6. Pinocchio smells poop. No. Seriously. There’s an entire scene where he falls next to horse manure, and he stops to look at it and smell it because he’s never seen feces before. (Somehow, Robert Zemeckis thought this was necessary.)

7. Initally, Pinocchio decides to go to school rather than the puppet show. But he changes his mind after he’s kicked out of school for being a puppet and not a real boy.

8. There’s a seagull character named Sofia. She takes Jiminy to Pinocchio as he’s being accosted by Honest John and Gideon. She later takes them to the sea where Geppetto has sailed away.

9. At Stromboli’s puppet show, there’s a ballerina puppet named Sabina who interacts with Pinocchio. She’s controlled by a black disabled girl named Fabina. Why is she black and disabled? To meet Disney’s diversity quota, obviously!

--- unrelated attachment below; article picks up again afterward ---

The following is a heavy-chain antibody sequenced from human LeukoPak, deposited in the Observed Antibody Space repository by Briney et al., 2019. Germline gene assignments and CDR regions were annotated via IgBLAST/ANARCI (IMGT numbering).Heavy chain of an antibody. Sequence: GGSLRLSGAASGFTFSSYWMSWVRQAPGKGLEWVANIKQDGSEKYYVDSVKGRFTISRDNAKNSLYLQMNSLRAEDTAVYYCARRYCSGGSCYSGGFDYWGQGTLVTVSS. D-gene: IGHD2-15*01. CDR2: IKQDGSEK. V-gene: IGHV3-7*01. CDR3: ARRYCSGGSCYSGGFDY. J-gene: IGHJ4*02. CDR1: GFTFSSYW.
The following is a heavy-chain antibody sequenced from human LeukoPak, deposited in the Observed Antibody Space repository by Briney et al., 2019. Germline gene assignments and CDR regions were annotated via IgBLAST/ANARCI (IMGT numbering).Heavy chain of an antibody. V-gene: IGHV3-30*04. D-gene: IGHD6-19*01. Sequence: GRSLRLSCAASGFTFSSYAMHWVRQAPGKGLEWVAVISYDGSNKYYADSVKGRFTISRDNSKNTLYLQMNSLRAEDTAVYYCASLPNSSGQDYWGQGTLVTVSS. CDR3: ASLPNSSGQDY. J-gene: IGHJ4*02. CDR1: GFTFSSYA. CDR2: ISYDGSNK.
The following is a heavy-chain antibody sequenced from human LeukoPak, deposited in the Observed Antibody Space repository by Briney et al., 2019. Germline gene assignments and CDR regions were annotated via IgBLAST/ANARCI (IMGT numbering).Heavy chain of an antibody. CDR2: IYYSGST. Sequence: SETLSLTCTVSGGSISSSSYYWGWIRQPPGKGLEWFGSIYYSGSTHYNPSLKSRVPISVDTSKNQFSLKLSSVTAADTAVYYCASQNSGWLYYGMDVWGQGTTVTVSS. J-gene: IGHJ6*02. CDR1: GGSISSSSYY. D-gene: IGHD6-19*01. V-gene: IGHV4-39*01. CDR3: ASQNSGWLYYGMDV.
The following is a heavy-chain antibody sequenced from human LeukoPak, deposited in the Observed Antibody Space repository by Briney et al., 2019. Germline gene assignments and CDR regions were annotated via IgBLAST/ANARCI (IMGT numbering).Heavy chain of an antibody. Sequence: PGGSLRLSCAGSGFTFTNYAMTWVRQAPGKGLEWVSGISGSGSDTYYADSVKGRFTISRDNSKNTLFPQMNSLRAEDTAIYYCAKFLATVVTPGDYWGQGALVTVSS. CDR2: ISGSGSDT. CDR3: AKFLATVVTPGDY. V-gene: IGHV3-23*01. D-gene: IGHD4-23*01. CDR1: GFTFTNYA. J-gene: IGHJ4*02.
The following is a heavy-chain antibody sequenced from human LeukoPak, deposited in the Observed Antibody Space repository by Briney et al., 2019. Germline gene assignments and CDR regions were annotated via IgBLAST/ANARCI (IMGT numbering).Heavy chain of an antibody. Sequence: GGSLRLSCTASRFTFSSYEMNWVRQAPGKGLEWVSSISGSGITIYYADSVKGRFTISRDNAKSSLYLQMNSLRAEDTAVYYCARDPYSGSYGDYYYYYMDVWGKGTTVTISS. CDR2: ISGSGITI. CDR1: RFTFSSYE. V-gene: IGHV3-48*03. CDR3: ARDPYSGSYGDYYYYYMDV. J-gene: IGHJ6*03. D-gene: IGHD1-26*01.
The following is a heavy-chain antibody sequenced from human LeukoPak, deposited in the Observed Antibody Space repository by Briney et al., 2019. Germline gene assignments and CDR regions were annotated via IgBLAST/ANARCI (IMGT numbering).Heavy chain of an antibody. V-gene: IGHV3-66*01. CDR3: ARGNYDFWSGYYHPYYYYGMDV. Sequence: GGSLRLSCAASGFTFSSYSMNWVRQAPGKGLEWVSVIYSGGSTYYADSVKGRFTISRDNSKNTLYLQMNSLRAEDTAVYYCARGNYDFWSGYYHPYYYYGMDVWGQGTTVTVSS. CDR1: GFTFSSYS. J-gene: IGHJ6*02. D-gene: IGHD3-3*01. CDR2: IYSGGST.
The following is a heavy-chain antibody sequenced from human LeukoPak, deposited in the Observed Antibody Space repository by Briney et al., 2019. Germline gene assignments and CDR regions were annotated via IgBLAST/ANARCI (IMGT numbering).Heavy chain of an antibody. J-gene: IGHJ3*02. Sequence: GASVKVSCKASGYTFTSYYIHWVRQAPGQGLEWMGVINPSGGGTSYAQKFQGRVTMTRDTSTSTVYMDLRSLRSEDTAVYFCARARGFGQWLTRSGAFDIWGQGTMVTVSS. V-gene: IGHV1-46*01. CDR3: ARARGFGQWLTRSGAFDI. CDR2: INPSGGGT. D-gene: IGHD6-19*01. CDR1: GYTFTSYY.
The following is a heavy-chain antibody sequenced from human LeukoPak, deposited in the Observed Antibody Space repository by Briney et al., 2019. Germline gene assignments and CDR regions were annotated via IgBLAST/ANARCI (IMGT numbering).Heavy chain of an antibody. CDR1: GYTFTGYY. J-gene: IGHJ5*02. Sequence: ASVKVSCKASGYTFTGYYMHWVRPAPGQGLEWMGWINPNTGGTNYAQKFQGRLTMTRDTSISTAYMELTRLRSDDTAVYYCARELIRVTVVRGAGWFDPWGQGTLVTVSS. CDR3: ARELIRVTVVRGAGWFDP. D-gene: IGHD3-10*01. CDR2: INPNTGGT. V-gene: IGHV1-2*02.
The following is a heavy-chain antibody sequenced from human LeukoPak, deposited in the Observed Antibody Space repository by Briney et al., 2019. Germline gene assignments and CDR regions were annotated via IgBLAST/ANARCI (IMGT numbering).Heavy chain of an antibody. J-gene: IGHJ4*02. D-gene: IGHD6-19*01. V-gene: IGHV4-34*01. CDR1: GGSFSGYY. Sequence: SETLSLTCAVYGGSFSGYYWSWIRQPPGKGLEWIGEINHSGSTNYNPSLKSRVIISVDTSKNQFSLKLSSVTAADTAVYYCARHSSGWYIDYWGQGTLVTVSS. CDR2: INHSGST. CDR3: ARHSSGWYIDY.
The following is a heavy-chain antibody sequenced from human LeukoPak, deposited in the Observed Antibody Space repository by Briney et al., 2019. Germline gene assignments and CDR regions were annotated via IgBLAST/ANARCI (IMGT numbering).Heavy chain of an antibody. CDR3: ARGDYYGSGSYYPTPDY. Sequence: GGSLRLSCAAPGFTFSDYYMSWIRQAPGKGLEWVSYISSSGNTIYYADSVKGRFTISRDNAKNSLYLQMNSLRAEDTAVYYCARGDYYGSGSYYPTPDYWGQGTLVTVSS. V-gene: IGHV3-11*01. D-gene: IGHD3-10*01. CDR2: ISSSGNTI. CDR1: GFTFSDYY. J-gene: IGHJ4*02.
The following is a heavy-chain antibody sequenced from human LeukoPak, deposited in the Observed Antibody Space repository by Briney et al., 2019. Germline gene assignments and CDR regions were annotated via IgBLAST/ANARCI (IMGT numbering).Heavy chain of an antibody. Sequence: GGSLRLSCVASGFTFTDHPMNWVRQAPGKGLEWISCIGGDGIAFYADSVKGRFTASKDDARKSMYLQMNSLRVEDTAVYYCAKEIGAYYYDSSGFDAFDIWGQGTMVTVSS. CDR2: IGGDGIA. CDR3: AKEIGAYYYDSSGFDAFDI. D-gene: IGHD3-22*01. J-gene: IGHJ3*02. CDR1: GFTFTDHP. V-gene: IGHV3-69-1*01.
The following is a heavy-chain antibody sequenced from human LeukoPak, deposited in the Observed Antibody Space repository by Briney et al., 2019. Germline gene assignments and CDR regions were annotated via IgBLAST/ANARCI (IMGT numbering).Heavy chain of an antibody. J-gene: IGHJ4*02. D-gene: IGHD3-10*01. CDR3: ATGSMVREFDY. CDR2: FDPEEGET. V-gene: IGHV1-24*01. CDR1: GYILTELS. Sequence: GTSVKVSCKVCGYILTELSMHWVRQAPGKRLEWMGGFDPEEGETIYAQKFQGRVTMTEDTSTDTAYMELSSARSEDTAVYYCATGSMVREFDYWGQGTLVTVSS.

10. Okay. She exists to tell Pinocchio that she and the other puppeteers are going to take the money Stromboli stole from them and run away to start their own puppet troupe. (Ah, how cute! The “woke” company with an infamous history of union busting wants to preach about the virtues of workers’ rights.)

11. Later in the movie, Sabina informs Pinocchio that Stromboli has been arrested and placed in jail for stealing from his workers. (Forget the talking wooden puppets and animals. A greedy capitalist being arrested for wage theft proves this film is pure fantasy!)

12. Pinocchio learns that his nose grows when he lies, so he lies so that his nose can reach the key and Jiminy can free him. (Turns out lying is a good thing, actually.)